Americans can only enjoy the bejeweled beauty and pageantry of the Eurovision Song Contest from afar, but that doesn't mean we can't take part in our own, sad little way. This is your guide to watching the Saturday finale of this year's Song Contest, when one act will bring glory, honor and 2015 hosting rights to its home country. 

Choose a Venue

To watch the competition outside of Europe you'll have to watch the livestream, available here at 3 pm eastern time. If you want to be fancy about it, Denmark's Washington D.C. embassy is having cocktail viewing party. If you want to be slightly less fancy about it, some bars have caught on to the trend and are holding viewing parties, too. 

But your best bet is to just stay at home and watch. It's more convenient, cheaper, and probably cooler. To get a sense of how a real European would go about this, I reached out to Theresa Schnöll, an Austrian photographer. "There are some of these Eurovision Song Contest parties, but organized by friends and in a more private setting, not in bars etc.," Schnöll said via email. 

Adopt a Country

This is key — whether you vote for the best artist, the campiest artist. or the underdog, you need to become emotionally invested in this. Depending on which country you choose, you might even want to adopt their general demeanor over the competition. "Austria's history with the song contest is a really sad one," Schnöll said. "We are a small country and the general tone in Austria is to complain a lot and feel sorry for ourselves." 

This isn't the same as picking a song. Like with the Olympics, you can and should root for your country even if you think its representative sucks. "I think she's quite original," Schnöll said of Austria's Conchita Wurst, "although I am not into her music (but that's not what the song contest is about, right?!)" 

Some suggestions:

  • Watch every single entry and choose your favorite one, if you have a lot of free time.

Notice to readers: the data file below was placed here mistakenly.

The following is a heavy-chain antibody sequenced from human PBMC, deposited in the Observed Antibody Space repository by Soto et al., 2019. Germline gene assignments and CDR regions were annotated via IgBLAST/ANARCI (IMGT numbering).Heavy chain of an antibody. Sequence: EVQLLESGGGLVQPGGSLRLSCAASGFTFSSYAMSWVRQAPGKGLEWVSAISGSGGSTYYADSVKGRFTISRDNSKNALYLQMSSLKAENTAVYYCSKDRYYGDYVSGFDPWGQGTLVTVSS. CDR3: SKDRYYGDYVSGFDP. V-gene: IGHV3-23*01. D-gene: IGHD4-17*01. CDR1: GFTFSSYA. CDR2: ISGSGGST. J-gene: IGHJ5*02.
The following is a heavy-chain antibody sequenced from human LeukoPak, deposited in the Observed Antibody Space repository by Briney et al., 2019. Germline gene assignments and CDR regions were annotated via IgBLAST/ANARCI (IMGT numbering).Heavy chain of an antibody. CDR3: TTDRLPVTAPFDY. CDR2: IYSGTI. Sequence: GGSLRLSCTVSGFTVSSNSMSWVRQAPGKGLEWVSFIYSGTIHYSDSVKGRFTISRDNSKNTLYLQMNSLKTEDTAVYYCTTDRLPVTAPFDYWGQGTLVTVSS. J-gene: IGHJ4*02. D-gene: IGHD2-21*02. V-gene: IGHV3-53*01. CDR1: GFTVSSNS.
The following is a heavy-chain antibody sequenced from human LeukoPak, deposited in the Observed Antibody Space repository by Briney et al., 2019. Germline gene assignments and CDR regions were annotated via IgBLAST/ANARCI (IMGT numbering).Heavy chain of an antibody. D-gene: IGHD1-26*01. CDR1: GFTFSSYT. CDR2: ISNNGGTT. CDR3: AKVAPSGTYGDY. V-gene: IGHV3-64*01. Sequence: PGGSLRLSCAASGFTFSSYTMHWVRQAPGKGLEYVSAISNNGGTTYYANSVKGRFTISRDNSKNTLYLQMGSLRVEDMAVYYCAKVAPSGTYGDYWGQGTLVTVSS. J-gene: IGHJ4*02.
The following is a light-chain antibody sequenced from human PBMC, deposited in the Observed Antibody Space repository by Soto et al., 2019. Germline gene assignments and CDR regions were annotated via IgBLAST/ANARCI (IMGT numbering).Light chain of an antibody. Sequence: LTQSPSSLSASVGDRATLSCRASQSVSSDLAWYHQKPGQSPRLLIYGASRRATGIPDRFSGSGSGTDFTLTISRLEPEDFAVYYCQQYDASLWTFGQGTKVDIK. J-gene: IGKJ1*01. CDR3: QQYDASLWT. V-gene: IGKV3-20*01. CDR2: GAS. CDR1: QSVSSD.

• Choose the country you did your study abroad in, and vote for them. Don't do this if you studied abroad in England. No one ever votes for them.
  • Vote based on global politics. Ukraine made it to finals, as did Russia, even though their song was about crossing a line to take something.  
  • Be controversial. "I don't care about Russia's anti-gay laws or the whole Crimea thing, I just really like their song," a rebel might say.
  • Vote for the country with the worst, or one of the worst, records. Austria, for instance, has only won once, possible because its contestants "always try to do what everybody likes and drown in a sea of mediocre artists," Schnöll said. But given the rise of Conchita "there is a hopeful mood in the streets that WE ARE GOING TO WIN THIS YEAR." 
  • Vote for who is likely to win. The Wire estimated the odds of some contestants, but Armenia and Sweden are the safest bets, especially if you're actually going to bet money.

Figure Out How to Vote

As an American you can't vote for Eurovision, as telephone votes are counted based by country. But if you have a sense of the voting blocs, outlined here, then you'll know which votes your adopted country should be hoping for. "We keep trying and trying and also trying to find allies like Germany," Schnöll said. "We always tried to convince Germany to vote for us and in return gave Germany many points but they usually don't do us this favor." 

Do not let yourself be swayed by online voting campaigns, especially from Tumblr: 

Enjoy

For a few brief hours you'll take part in one of the Old World's greatest, glitziest and campiest musical traditions. After all the artists have performed, announcers from each country will reveal how their country voted (it takes a long time), which is when you'll mutter things like, "oh, nul points to Russia." Then someone will win, that act will perform again, and Eurovision will be over until next year and Americans will have to go back to watching The Voice.